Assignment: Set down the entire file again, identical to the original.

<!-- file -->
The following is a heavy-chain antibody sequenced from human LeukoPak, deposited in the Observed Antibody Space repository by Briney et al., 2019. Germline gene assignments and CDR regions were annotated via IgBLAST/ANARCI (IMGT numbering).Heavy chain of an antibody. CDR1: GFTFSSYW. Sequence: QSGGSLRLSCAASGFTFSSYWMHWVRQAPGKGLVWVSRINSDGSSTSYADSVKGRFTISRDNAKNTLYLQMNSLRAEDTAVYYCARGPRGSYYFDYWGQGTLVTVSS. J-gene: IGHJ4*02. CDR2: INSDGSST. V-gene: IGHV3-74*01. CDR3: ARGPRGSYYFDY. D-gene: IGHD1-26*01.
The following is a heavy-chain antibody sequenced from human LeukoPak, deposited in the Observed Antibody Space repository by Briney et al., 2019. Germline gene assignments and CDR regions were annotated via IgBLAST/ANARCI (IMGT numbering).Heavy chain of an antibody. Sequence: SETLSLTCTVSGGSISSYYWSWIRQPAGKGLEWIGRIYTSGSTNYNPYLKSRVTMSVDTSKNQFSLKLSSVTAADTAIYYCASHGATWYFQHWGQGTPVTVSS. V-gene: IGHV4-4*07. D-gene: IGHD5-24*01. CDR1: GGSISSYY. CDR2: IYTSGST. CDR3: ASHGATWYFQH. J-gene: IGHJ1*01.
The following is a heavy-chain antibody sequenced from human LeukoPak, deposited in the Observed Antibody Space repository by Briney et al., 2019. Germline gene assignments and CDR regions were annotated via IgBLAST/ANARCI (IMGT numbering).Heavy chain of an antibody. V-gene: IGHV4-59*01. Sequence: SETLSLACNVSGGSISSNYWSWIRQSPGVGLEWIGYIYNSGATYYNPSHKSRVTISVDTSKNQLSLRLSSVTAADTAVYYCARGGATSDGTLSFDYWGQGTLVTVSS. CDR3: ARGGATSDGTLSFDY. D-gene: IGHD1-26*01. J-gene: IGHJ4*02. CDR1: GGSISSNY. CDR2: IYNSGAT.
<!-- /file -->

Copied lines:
The following is a heavy-chain antibody sequenced from human LeukoPak, deposited in the Observed Antibody Space repository by Briney et al., 2019. Germline gene assignments and CDR regions were annotated via IgBLAST/ANARCI (IMGT numbering).Heavy chain of an antibody. CDR1: GFTFSSYW. Sequence: QSGGSLRLSCAASGFTFSSYWMHWVRQAPGKGLVWVSRINSDGSSTSYADSVKGRFTISRDNAKNTLYLQMNSLRAEDTAVYYCARGPRGSYYFDYWGQGTLVTVSS. J-gene: IGHJ4*02. CDR2: INSDGSST. V-gene: IGHV3-74*01. CDR3: ARGPRGSYYFDY. D-gene: IGHD1-26*01.
The following is a heavy-chain antibody sequenced from human LeukoPak, deposited in the Observed Antibody Space repository by Briney et al., 2019. Germline gene assignments and CDR regions were annotated via IgBLAST/ANARCI (IMGT numbering).Heavy chain of an antibody. Sequence: SETLSLTCTVSGGSISSYYWSWIRQPAGKGLEWIGRIYTSGSTNYNPYLKSRVTMSVDTSKNQFSLKLSSVTAADTAIYYCASHGATWYFQHWGQGTPVTVSS. V-gene: IGHV4-4*07. D-gene: IGHD5-24*01. CDR1: GGSISSYY. CDR2: IYTSGST. CDR3: ASHGATWYFQH. J-gene: IGHJ1*01.
The following is a heavy-chain antibody sequenced from human LeukoPak, deposited in the Observed Antibody Space repository by Briney et al., 2019. Germline gene assignments and CDR regions were annotated via IgBLAST/ANARCI (IMGT numbering).Heavy chain of an antibody. V-gene: IGHV4-59*01. Sequence: SETLSLACNVSGGSISSNYWSWIRQSPGVGLEWIGYIYNSGATYYNPSHKSRVTISVDTSKNQLSLRLSSVTAADTAVYYCARGGATSDGTLSFDYWGQGTLVTVSS. CDR3: ARGGATSDGTLSFDY. D-gene: IGHD1-26*01. J-gene: IGHJ4*02. CDR1: GGSISSNY. CDR2: IYNSGAT.